Regional devolution unlikely to boost growth, warns IUK boss Geoffrey Spence

The UK’s post Scottish referendum drive for regional devolution is unlikely to accelerate economic growth across the nation, according to Infrastructure UK chief executive Geoffrey Spence.

Geoffrey Spence

Devolution, Spence told delegates at the ACE’s recent European CEO conference last week, is “a political debate” not a driver of growth in its own right.

“I am not saying that there aren’t benefits to devolution at all but if people say to me that if we devolve we will get an extra 2% on growth I would say that there is no evidence for that,” he said. “Devolution has to go with the power to deliver and with good leadership and competence.”

“The funding commitments that have been made [by government] are real and the money has actually been committed. So I don’t think any of this is a wish list, but is, in fact, what government intends to deliver."

However, Spence was confident that greater local and regional autonomy would prompt better decision making and locally informed choices, with regions taking more responsibility for schemes and so work together better to draw greater benefit from national infrastructure investment. 

 “High Speed 2 is a major investment and that investment will drive growth,” he said. “The north and Manchester would like greater decision making as to where the money is spent to enhance their infrastructure but I don’t think that we have seen any evidence that suggests that will lead to greater growth.” 

Spence’s comment came in a wide ranging presentation to consultancy bosses at the conference in London during which he updated progress ahead of  publication of the 2014 National Infrastructure Plan due to be published in December with the Chancellor’s Autumn Statement.

Speaking to Infrastructure Intelligence after the conference Spence emphasised the value of the National Infrastructure Plan since it was introduced in 2010 in terms of enabling the industry to plan more efficient workload and rejected accusations that it was ever simply a wish list. 

“The funding commitments that have been made [by government] are real and the money has actually been committed,” he said. “So I don’t think any of this is a wish list, but is, in fact, what government intends to deliver. That is why, if decisions have not been made, those projects are not in the plan.”

The next step, he said, was to turn those budgets into real projects, progress towards which he added, should be seen in the next Autumn Statement.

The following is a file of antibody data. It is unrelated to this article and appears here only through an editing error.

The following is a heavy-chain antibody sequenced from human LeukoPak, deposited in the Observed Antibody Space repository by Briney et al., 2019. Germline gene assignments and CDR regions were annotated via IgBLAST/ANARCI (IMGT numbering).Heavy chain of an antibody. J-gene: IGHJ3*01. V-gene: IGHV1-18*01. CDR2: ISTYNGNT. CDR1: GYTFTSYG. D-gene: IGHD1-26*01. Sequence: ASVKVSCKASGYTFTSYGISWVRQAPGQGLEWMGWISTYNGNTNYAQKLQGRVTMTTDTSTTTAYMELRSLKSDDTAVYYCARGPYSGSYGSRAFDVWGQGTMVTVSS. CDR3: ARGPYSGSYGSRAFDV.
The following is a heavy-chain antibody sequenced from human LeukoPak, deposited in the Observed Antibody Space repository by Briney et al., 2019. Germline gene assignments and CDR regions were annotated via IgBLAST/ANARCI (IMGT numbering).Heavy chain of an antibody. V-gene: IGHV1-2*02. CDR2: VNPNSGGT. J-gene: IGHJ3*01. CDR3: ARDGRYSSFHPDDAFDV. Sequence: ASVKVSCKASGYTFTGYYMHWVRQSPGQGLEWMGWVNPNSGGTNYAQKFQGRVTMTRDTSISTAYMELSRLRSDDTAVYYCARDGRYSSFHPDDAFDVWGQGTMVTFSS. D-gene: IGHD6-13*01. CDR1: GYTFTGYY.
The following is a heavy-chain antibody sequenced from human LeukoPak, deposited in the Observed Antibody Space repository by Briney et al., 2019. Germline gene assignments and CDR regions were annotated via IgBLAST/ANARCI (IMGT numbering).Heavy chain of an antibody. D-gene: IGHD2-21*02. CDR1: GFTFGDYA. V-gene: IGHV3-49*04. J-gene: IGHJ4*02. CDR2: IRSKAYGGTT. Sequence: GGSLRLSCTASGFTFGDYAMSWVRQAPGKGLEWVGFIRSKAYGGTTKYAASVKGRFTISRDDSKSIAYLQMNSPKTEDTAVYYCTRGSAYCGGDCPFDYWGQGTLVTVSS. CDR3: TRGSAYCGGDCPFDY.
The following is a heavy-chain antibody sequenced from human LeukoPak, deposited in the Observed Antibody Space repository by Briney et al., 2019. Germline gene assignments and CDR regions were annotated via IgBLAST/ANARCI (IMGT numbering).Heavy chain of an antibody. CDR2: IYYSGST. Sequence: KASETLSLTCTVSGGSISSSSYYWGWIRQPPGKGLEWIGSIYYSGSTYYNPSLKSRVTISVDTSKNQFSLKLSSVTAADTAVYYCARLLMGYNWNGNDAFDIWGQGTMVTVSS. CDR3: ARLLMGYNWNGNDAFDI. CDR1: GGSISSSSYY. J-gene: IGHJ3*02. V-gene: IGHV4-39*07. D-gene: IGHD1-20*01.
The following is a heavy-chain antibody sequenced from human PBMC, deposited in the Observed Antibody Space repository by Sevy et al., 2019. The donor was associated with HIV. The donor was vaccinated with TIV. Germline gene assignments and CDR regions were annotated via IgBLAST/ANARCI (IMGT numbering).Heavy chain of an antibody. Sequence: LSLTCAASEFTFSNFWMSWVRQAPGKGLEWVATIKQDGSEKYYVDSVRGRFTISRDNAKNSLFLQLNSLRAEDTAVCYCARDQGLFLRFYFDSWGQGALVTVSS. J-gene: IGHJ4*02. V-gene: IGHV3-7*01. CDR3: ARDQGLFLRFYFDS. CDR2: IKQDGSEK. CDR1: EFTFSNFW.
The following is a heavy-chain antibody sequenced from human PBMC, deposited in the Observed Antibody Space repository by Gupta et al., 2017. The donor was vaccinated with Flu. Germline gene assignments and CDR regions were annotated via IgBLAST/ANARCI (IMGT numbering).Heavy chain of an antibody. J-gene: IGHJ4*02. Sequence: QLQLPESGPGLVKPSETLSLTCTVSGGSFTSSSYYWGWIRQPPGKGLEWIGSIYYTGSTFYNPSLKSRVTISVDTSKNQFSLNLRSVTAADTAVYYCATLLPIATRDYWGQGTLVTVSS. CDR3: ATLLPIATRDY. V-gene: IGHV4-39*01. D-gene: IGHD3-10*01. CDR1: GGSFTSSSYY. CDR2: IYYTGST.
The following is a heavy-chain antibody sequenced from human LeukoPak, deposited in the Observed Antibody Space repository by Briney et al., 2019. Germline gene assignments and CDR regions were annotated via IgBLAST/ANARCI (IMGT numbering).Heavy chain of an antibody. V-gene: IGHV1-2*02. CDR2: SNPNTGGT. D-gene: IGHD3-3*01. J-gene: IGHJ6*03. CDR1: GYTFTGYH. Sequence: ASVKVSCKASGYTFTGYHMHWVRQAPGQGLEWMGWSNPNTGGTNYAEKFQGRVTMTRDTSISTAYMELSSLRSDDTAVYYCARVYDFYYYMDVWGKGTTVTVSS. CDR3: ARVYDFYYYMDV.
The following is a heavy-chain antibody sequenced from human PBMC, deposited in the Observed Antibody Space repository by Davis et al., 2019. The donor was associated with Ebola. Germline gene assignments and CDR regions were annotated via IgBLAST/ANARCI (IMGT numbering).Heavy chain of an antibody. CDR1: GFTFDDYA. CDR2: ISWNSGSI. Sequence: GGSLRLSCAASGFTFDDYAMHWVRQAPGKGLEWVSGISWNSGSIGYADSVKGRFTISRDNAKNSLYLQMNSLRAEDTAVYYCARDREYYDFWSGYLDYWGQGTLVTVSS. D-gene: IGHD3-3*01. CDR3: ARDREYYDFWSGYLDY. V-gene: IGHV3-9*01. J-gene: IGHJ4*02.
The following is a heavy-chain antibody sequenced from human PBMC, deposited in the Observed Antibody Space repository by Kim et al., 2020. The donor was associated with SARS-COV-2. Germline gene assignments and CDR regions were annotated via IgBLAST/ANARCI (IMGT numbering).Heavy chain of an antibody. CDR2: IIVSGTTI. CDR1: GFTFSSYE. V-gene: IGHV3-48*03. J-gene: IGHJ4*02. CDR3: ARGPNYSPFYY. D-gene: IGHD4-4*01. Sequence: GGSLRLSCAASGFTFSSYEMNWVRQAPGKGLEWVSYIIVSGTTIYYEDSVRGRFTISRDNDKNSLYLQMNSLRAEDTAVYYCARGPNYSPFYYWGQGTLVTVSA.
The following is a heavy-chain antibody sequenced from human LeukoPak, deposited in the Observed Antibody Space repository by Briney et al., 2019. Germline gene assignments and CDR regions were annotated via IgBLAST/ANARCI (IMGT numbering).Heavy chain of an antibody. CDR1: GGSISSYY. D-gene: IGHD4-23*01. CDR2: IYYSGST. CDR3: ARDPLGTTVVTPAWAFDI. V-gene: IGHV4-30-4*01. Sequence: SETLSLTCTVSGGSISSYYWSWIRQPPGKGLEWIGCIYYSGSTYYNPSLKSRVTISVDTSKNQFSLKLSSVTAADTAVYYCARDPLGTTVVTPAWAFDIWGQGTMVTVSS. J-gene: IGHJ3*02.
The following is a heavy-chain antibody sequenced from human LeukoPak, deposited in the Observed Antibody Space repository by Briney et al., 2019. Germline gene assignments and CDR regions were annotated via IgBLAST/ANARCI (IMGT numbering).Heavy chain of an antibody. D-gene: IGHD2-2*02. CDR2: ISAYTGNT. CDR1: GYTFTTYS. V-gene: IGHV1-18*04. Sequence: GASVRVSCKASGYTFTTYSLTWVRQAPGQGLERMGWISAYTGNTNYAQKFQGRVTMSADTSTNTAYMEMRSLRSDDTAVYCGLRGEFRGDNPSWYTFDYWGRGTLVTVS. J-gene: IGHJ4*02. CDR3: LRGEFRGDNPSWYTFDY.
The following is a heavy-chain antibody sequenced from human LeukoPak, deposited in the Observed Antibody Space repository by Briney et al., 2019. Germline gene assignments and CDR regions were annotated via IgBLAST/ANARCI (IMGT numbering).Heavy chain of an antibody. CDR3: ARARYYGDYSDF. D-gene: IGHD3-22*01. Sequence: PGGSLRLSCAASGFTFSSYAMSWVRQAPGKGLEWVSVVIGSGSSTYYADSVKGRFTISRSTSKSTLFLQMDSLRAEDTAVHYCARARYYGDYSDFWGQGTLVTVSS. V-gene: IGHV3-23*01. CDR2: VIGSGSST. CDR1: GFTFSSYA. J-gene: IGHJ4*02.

Geoffrey Spence - interview by Antony Oliver

Should the industry be worried about David Cameron’s recent warning over global economic conditions? 

“The significance of what the Prime Minister is trying to say is that if you look at the latest Eurozone figures it reminds everyone that, although the UK has one of the highest growth rates among our nearest competitors, we are not immune [from economic difficulty]. But I don’t think that, at this point, it is a problem in terms of delivering our pipeline.”

Could a shortage of resource across the infrastructure sector impact on ability to deliver the NIP? 

The issue of resources is more about what it is going to cost. It is about people but it does not cause me concern about achieving this plan. We have to manage it in a way that we don’t see avoidable cost escalation and that people who are born and educated here actually have a chance of participating in this infrastructure. That is all about skills and we are doing work at the moment to identify what skills are needed and when, compared to what skills are available.

Does the public sector have the skills and culture needed to effectively collaborate with the commercially driven private sector?

“We do have a problem in this country in that private and public sectors do live in a parallel universes. Each is completely valid but they don’t really understand each other because most people in the public sector have not had experience of working in the private sector and vice versa. What you have to do is find opportunities to collaborate but not at the expense of competitiveness when it comes to placing an order. The public sector cannot get sucked into cronyism when it comes to the award of contracts. It has to collaborate on the big issues that set the framework for delivery.”

You say that building high speed railway is still cheaper in France compared to the UK. Should we operate more like the French?

We are not French so we will never be like France. But I do think that there are some lessons there – we can do better – and we should look abroad. We do things that are the envy of the world and they all come to have a look at what we do here. There should be some return trade.

Should major public clients like the Highways Agency and Network Rail shift focus outputs to outcomes – from infrastructure to customer focus?

Yes. Some of the policies that we develop have to take more account of where the customer is, to get it right. I welcome the Highways Agency looking to its customers in the same way that airports have become more sensitive to that. After all, the use of assets is all about how to get the customer to use them more efficiently.

Do you support Sir John Armitt’s proposal for an independent Infrastructure Commission to set out a long term programme for the UK?

There is a case to be made for an Infrastructure Commission but I am not going to comment on whether we do or don’t need it. But I think we should be realistic about what even John Armitt expects - he is not thinking that he will take politics out and he doesn’t want to. But he doesn’t want to replace the NIP it is more about the delivery of longer term needs. What it is not going to do is rewrite all the government’s spending plans in the short term so even with a change of government there is stability.


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